So I have been doing CI in LabVIEW for several years, something like 5 or more. All that time I've been using Virtual Machines. For each project, I would create 2 Virtual Machines, 1 for development and 1 as a CI runner. I would then just have that CI runner always running in the background waiting for jobs. It was not an ideal setup yet it worked.
That setup worked and it had problems. For starters, having a bunch of VMs running and spending most of their time simply waiting for jobs is a bit wasteful. Being able to simply spin one up as needed would be nice.
Secondly, the more important problem was the shared state between jobs. If I ran a job and it installed a VIPM package on the VM, when that job ended that package was still there waiting for the next job. With one VM runner per project, that wasn't terrible. At some point, I migrated to one VM runner per LabVIEW version because I had a bunch of projects and I was running out of disk space. Switching from one project to another did sometimes cause problems.
A last problem is that with one VM per project or LabVIEW Version, I couldn't run jobs in parallel. I mean I guess I could have 4 different VMs for each project or version and that would require a massive server and wouldn't be very efficient.
At first glance, Docker seems to solve all these problems. You can spin up Docker images on demand. They start from a fresh slate every time, so you have no shared state between jobs. You can also spawn multiple instances of the same image. It works really well with text-based languages. Sounds great, right?
The problems with Docker
LabVIEW does not play well with Docker. I've always liked the idea of Docker and setting up a LabVIEW Docker image always seemed a bit much. I know Felipe, Christian, and Chris Stryker have made strides in that area, and yet it still eluded me.
The first thing that makes using LabVIEW in a Docker container hard is its reliance on the GUI. Installing and licensing it without a GUI can be challenging. NIPM makes this easier.
A second issue is installing hardware drivers inside a Docker Container. NI Drivers don't like being installed inside a Docker container. I know Christian has found some workarounds and it sounded painful.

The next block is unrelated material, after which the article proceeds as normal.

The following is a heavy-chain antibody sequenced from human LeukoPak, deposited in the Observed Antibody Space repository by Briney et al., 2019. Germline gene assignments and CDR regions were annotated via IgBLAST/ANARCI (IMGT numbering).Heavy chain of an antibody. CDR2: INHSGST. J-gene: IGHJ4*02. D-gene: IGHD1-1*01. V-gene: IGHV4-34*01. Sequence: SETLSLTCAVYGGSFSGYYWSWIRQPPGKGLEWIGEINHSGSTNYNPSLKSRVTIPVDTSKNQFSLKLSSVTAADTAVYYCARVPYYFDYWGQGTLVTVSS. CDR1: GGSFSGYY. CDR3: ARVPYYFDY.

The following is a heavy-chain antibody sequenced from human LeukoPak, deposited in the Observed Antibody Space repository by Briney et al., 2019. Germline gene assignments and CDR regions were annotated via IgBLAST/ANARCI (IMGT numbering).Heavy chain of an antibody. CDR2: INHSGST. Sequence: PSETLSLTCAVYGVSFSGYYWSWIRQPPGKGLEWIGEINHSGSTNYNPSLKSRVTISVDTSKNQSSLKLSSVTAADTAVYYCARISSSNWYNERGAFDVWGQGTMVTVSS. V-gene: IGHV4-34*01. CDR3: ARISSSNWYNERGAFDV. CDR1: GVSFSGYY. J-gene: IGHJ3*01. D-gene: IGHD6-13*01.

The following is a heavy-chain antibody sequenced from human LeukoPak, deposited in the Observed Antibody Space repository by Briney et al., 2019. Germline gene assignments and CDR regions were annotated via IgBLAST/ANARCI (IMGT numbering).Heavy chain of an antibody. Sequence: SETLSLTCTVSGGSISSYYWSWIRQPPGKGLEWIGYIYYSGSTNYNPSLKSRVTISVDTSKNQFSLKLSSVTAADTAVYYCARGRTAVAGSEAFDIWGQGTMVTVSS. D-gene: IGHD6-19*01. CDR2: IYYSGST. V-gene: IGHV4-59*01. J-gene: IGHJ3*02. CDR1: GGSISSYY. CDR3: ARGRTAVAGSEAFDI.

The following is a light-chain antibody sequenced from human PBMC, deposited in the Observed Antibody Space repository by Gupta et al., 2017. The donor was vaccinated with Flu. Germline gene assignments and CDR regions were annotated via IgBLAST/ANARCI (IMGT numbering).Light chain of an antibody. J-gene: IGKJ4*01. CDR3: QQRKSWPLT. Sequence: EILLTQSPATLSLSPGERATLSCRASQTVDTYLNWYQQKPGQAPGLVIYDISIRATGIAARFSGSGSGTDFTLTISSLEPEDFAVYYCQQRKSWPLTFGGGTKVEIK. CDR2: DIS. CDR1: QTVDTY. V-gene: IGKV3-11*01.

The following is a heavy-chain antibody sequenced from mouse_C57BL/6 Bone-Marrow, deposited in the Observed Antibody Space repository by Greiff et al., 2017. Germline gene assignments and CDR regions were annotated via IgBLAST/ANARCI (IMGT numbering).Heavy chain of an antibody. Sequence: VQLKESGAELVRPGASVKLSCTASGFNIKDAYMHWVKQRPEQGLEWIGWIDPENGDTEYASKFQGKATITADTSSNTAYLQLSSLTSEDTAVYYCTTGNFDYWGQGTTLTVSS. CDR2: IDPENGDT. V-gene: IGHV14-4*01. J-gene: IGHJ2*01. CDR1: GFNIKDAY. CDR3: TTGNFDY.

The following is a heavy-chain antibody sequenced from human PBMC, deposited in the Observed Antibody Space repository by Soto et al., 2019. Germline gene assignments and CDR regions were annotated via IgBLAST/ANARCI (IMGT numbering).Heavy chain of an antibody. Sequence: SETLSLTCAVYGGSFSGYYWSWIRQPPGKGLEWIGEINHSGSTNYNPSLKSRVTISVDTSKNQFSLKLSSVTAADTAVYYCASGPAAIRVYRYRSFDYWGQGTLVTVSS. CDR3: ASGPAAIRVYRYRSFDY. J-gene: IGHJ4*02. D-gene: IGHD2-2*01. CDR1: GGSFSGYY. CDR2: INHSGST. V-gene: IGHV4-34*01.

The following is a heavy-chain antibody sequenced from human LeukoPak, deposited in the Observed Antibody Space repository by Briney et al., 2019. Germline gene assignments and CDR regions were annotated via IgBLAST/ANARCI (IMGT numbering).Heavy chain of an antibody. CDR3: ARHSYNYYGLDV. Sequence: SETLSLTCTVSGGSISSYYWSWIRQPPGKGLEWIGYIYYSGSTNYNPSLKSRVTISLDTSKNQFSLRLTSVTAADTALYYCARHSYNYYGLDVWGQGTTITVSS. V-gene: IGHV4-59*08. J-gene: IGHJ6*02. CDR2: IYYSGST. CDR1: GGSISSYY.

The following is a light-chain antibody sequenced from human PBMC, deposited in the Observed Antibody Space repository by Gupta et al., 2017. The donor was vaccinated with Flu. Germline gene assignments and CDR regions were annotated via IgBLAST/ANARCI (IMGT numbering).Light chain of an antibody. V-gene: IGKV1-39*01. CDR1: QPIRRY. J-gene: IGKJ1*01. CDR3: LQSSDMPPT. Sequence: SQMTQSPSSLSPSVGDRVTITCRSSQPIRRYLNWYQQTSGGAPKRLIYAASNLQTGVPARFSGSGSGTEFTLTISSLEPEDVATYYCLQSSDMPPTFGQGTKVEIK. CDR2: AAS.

A third issue is simply troubleshooting. Because Docker doesn't have a GUI troubleshooting can be hard. How can you tell that VIPM or LabVIEW are hung up on some licensing dialog box?
What if I could spawn VMs like you can spawn Docker Containers?
If you could spawn a VM on demand, it would solve a lot of these problems with Docker. You could set up the VM using a traditional GUI. You could install hardware drivers easily. You can also leave the VM disk for the spawned VM around for troubleshooting if needed (by modifying the cleanup script).
Spinning up VMs on demand still provides many of the benefits of Docker. Mainly that I can spin them up on demand, that they always start with a fresh slate, and that I can launch many in parallel. Wins all around!
Enter KVM Executor
I had given a presentation a few years ago at NI Week about trying to make this all work with VMWare and I could never quite figure it out. In the end, I was on the right track as far as launching VMs using the CLI and bash script, I was just doing it in the wrong spot. I was trying to launch them as part of the job script and not as part of the runner itself. I gave up. At some point, I stopped using VMWare and switched to KVM. Then a few months ago I stumbled upon the libvirt/KVM executor.
This executor is a set of scripts. The way you set it up is the following: You have a server with KVM installed on it. That is your runner. You set it up as a custom runner and point gitlab-runner to this set of scripts. The scripts handle launching, communicating over SSH (to run the job script), and shutting down/cleaning up the VM.
I had to modify the scripts slightly to work on my machine. Here is a GitLab Repo showing my modifications.